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In many of the recent Lures I’ve compared them to or mentioned the crankbait. So it’s about time that I actually cover one. There are a lot of crankbaits out there, and for the most part …
In many of the recent Lures I’ve compared them to or mentioned the crankbait. So it’s about time that I actually cover one. There are a lot of crankbaits out there, and for the most part they don’t have defining names. Some do, but in terms of knowing the difference between products, it helps to know who made the crankbait. The one I will be reviewing this week is by Goture. I picked this brand simply because it was relatively cheap and my fishing buddy Amanda bought a 5 pack on a discount (sorry for any disenchantment). I contacted the company requesting any additional information they might have on the lure, or if they have any varying models but have not heard back from them. If you care to purchase any of their products, I know they can be found on Amazon.com but their actual website appears not to be active.
So back to the lure. Crankbaits are pretty versatile and tend to be good all summer long. The things to pay attention to are color, buoyancy vs. weight, body type/size and diving lip style. They can vary in function and appearance even more than barnyard cats. The ones I have by Goture are floating crankbaits with a spread of color schemes between the 5 pack (I lost 2 before I got to photograph them). They are a medium size lure for crankbaits that are out there, about 3 inches or 7cm long from tail to lip not including the hooks. They have inserted eyes as opposed to painted eyes, which in my opinion are always better, more natural looking. Proportionally they are standard. What I mean by that is that some crankbait are longer or deeper-chested than your average shape. This crankbait is about a 1 to 3 depth to length ratio. The hooks come nice and sharp and are dark which matches the color schemes well. I prefer dark hooks on most things because I think they blend well in the water rather than creating an unnatural appearance. The body of the Goture crankbait is textured and in all of the lures from the set I received progress in shading from a darker shade or color down to the lightest shade or color on the belly.
Using crankbaits is fairly simple. They are the kind of lure that you can really play with. They can be set on a trolling line, however I prefer to use these when I’m casting. They are the kind of lure that is easy to manipulate, therefore casting and retrieving is the only way to achieve this with any kind of change or nuance. With floating crankbaits like these, you can cast the lure out and do a simple retrieve. I would recommend letting the lure rest for a moment until the disturbance in the water has had a moment to subside. Sometimes you may be lucky enough to get a strike before you even start the retrieve. Once you start reeling, you can do a steady straight retrieve for simplicity sake or reel 5 rotations, pause, reel 5 more, pause again and so on. You can walk the dog with this kind of lure, meaning alternating directions left and right, pausing and giving the lure a dazed look as it pulls forward. You can also reel more aggressively on a rocky bottom and make the crankbait look like it is perusing the gravel for food. The bill of the lure will keep the nose down and the hooks tilted backwards and up away from potential snags. Can you still snag? Of course you can snag by doing this, but like any other lure or style of retrieve you need to be at least mildly aware of the underwater environment. If you know there’s an underwater log or tree, don’t crank that lure hard down into it, use the flotation to your advantage and let it rise over the tree, then increase speed to dive again once you’ve passed the structure. Speed equals depth with this lure. Other crankbaits that are weighted are the opposite. Rod direction also plays into where and how the lure swims. For those with baitcasters, you are more familiar with using the rod to contrl the lure, but for anyone with a Spinning gear rod this lure may present an opportunity for practice with controlling the lure.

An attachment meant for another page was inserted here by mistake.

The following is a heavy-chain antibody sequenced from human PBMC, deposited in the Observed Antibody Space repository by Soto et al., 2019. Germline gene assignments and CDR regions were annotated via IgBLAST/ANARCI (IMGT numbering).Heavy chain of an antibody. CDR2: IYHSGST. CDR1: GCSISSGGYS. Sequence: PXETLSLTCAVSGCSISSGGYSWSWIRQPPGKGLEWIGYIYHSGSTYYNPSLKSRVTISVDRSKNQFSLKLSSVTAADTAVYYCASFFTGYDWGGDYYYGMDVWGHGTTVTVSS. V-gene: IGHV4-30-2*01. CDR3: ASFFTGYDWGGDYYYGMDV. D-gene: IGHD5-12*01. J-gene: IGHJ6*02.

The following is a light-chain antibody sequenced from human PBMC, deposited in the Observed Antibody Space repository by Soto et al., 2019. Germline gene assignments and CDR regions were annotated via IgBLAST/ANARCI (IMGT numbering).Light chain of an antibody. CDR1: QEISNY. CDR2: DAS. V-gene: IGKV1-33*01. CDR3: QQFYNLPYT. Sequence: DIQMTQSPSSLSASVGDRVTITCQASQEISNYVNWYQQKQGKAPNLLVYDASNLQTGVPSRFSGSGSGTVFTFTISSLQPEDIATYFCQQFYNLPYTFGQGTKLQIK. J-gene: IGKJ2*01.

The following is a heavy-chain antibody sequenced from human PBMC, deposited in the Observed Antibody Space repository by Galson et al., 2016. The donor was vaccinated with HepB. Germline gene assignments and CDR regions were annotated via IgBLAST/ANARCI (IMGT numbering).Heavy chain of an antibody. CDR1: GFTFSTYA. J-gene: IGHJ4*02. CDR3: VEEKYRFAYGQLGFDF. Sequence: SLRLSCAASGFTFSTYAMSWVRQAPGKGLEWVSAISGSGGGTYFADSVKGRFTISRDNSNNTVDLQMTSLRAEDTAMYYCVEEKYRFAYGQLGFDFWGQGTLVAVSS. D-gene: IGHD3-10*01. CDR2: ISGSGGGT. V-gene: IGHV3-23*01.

I’ll only mention color for a moment because I’m no expert regarding color selections. All I would suggest is trying to match the environment and also using the red or chartreuse color variations. During spawning, spring, and fall there are times when that color is seen as a threat and fish will attack it aggressively. Try it out, see what happens.
*If you have any luck with the lure of the week, feel free to email your pictures to firstname.lastname@example.org for an opportunity to share them on our website. If you have a favorite kind of lure we haven’t reviewed yet, feel free to send that lure to our office at PO box 150 Narrowsburg, NY 12764. We will add it to our weekly reviews and share the results. Check back each week on Fridays to see the new lure of the week!